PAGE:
Ethiopia Genji Challa Single Origin Coffee Beans
Lime, peach and grapefruit. Juicy citrus acidity. Medium Roast.
Where: Africa: Jimma, Oromia, Western Ethiopia
Altitute: 2000 MASL
Tasting Notes: Lime, peach and grapefruit. Juicy citrus acidity
SCA Cup Score: 87.25
Drink it: For clarity of taste, we recommend a filter method, such as drip, pour over or aeropress. Try it with your favourite brew method.
Genji Challa (est 2019) is a sister washing station to the famous Nano Challa station which, was etsablished in 2004 just a few miles away. This station was born out of a need of more space. As the membership grew, the volumes of cherry being delivered became too much for the capacity of the Nano Challa station alone. There are now over 600 members split between the two sites situated in the Ethiopian highlands, in natural forest.
Their success was boosted when they were chosen to take part in the Technoserve Coffee Initiative, alongside other remote farming communities in Jimma, which was funded by the Bill and Melinda Gates Foundation providing technical and financial assistance and business training. The impact of the initiative was huge, as it helped co-ops like Nano Challa transition from natural processing to washed, via the building of washing stations. These allowed them to completely change the market and quality they had access to and the premiums of Grade 1 Ethiopian Specialty Coffees.
Farmers have on average 3 Hectares of farm each and coffee is grown organically by default, using old and indiginous heirloom varieties.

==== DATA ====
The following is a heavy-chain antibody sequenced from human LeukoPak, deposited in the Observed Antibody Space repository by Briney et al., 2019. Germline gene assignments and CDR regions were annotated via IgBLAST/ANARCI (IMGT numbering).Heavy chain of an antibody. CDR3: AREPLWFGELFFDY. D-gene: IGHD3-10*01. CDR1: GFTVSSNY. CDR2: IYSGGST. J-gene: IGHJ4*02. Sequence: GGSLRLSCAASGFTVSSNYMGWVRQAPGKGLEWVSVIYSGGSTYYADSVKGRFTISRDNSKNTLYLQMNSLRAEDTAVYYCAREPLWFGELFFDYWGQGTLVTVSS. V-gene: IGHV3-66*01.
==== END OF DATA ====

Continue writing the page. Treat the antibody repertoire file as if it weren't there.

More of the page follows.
When producers deliver coffee to the washing station, cherries are floated before being pulped. The coffee is then soaked in clean water for 8 hours before drying; firstly skin-dried and sorted under shade, before being sun dried for approximately 10 days on raised beds.
Ethiopia is widely accepted (although not undisputed) as the birthplace of coffee. Still to be found growing wild in forested areas, our favourite brew was originally enjoyed in a raw, unroasted state, ground and mixed with animal fats.
Ethiopia is the largest producer of coffee in Africa. Production is somewhere inbetween 4 and 5 million bags per annum. A wide range of coffee is grown, with each region’s production having its own distinctive characteristics.
Very favourable growing conditions are found throughout the country, with altitudes ranging from 1200 to 2750 masl, yearly rainfall of around 2000 mm and temperatures fluctuating between 15 and 25C.
Well known coffee producing regions include Harar, Sidamo, Yirgacheffe, Limu, Djimmah, Lekempti and Bebeka. Ethiopian coffees remaine some of the best and most sought after in the world.